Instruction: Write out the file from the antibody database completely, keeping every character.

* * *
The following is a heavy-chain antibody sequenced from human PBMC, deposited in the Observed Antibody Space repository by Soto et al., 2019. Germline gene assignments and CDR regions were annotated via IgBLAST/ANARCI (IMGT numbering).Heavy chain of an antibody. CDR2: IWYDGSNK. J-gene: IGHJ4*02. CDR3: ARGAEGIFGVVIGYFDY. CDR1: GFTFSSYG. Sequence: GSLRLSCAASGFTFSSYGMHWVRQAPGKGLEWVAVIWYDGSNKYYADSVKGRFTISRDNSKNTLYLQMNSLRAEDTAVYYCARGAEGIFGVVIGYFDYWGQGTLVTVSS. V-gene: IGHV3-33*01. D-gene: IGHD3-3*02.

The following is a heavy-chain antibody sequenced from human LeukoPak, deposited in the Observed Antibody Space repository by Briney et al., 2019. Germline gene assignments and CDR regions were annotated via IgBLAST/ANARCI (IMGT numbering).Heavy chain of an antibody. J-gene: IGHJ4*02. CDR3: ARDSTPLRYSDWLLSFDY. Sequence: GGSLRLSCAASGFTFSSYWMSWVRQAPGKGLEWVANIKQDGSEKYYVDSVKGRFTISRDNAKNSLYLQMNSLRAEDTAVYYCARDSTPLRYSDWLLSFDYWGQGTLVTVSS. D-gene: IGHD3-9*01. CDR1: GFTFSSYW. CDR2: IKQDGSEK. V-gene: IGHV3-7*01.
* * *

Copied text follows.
The following is a heavy-chain antibody sequenced from human PBMC, deposited in the Observed Antibody Space repository by Soto et al., 2019. Germline gene assignments and CDR regions were annotated via IgBLAST/ANARCI (IMGT numbering).Heavy chain of an antibody. CDR2: IWYDGSNK. J-gene: IGHJ4*02. CDR3: ARGAEGIFGVVIGYFDY. CDR1: GFTFSSYG. Sequence: GSLRLSCAASGFTFSSYGMHWVRQAPGKGLEWVAVIWYDGSNKYYADSVKGRFTISRDNSKNTLYLQMNSLRAEDTAVYYCARGAEGIFGVVIGYFDYWGQGTLVTVSS. V-gene: IGHV3-33*01. D-gene: IGHD3-3*02.

The following is a heavy-chain antibody sequenced from human LeukoPak, deposited in the Observed Antibody Space repository by Briney et al., 2019. Germline gene assignments and CDR regions were annotated via IgBLAST/ANARCI (IMGT numbering).Heavy chain of an antibody. J-gene: IGHJ4*02. CDR3: ARDSTPLRYSDWLLSFDY. Sequence: GGSLRLSCAASGFTFSSYWMSWVRQAPGKGLEWVANIKQDGSEKYYVDSVKGRFTISRDNAKNSLYLQMNSLRAEDTAVYYCARDSTPLRYSDWLLSFDYWGQGTLVTVSS. D-gene: IGHD3-9*01. CDR1: GFTFSSYW. CDR2: IKQDGSEK. V-gene: IGHV3-7*01.